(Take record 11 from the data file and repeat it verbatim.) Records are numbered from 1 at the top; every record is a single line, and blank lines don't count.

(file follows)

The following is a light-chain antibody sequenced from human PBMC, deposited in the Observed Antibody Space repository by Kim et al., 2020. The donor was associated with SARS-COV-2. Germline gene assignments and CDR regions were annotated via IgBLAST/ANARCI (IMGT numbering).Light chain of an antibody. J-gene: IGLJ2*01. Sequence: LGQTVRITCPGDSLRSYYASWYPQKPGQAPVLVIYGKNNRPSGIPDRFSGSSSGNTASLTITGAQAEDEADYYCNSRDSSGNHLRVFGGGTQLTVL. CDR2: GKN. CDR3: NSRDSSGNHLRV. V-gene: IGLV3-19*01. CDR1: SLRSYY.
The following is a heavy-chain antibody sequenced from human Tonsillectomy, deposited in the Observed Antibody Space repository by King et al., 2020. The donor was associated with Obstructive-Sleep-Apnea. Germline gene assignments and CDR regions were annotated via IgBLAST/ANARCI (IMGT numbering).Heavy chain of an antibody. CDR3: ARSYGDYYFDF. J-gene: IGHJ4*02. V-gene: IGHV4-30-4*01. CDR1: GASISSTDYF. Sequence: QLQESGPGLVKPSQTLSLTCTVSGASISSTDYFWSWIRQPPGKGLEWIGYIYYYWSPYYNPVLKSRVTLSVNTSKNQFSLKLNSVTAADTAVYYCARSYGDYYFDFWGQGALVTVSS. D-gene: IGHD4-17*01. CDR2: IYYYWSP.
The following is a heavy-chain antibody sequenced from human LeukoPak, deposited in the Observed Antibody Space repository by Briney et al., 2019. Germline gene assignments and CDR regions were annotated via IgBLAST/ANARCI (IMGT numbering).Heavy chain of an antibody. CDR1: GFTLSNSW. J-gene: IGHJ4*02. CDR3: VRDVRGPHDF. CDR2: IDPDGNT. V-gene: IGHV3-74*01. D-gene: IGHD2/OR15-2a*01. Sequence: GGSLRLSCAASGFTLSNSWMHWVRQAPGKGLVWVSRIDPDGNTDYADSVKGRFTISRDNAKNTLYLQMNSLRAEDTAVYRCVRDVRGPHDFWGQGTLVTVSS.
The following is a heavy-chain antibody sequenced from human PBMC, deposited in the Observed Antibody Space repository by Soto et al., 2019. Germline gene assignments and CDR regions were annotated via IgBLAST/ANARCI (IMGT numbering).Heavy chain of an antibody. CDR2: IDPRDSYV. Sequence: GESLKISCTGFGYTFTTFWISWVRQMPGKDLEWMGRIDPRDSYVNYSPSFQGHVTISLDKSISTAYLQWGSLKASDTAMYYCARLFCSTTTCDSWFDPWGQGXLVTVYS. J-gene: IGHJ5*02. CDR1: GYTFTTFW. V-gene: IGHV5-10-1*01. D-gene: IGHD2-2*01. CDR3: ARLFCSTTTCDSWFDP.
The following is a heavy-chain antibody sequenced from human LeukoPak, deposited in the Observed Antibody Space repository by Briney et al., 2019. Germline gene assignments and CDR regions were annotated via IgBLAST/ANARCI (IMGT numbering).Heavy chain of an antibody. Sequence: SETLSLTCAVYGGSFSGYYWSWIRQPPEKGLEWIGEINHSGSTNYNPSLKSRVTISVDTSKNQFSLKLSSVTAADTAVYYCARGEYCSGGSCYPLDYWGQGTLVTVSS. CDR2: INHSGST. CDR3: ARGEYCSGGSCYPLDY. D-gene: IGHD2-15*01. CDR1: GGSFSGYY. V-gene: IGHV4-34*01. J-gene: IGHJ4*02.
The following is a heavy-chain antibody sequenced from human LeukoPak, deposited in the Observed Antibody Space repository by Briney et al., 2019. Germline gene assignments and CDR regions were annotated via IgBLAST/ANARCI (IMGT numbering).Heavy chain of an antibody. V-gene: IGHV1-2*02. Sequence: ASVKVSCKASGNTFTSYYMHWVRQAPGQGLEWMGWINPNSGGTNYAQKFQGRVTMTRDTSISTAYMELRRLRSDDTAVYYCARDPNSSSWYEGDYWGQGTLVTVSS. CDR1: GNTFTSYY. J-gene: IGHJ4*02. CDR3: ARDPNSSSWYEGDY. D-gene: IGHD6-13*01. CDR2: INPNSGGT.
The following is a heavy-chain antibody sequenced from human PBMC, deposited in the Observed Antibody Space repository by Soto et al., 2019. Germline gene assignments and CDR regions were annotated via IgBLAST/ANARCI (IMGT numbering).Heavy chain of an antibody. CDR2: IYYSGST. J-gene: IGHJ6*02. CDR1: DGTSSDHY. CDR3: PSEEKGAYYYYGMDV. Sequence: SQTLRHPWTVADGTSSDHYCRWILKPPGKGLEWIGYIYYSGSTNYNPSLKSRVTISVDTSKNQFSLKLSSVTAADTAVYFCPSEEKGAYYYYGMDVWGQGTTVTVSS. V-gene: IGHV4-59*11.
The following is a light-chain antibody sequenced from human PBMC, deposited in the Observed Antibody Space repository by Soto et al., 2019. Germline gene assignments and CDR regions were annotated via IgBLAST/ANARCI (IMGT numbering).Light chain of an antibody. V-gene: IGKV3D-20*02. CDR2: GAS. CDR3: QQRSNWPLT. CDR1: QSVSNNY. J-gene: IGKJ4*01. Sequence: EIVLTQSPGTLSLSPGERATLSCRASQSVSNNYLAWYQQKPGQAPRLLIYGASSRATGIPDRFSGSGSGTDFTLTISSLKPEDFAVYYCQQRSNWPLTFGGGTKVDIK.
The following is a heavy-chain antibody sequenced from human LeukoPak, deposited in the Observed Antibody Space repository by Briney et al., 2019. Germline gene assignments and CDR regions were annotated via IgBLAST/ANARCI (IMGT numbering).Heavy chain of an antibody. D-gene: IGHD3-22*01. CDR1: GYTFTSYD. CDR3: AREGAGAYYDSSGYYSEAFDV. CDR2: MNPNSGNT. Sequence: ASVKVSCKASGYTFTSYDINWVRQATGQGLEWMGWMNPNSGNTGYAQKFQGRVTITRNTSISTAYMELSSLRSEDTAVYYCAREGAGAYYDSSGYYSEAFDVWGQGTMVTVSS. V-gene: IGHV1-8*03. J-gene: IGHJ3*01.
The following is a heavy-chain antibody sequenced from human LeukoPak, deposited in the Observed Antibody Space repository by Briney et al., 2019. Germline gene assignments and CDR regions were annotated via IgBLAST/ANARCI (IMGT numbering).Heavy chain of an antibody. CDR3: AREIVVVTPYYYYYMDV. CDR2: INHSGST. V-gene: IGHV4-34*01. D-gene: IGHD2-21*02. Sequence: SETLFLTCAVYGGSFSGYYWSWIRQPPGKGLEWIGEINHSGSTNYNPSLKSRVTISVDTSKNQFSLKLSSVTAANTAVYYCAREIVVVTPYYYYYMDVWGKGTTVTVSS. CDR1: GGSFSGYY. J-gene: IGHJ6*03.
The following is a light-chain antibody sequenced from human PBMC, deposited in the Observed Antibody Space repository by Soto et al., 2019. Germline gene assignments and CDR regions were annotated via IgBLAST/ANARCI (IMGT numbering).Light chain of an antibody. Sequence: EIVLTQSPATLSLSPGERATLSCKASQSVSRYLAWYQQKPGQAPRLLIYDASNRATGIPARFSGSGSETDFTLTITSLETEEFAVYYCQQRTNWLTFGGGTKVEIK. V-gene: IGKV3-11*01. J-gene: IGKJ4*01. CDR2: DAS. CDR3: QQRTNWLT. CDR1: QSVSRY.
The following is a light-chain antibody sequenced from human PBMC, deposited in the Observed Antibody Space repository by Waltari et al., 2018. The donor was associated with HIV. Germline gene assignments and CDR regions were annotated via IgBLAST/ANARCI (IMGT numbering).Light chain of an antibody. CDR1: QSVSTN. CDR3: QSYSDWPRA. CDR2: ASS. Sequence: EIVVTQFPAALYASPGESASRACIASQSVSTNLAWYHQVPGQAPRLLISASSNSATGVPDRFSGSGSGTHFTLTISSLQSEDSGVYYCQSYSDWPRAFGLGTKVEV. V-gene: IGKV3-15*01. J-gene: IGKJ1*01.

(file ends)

The following is a light-chain antibody sequenced from human PBMC, deposited in the Observed Antibody Space repository by Soto et al., 2019. Germline gene assignments and CDR regions were annotated via IgBLAST/ANARCI (IMGT numbering).Light chain of an antibody. Sequence: EIVLTQSPATLSLSPGERATLSCKASQSVSRYLAWYQQKPGQAPRLLIYDASNRATGIPARFSGSGSETDFTLTITSLETEEFAVYYCQQRTNWLTFGGGTKVEIK. V-gene: IGKV3-11*01. J-gene: IGKJ4*01. CDR2: DAS. CDR3: QQRTNWLT. CDR1: QSVSRY.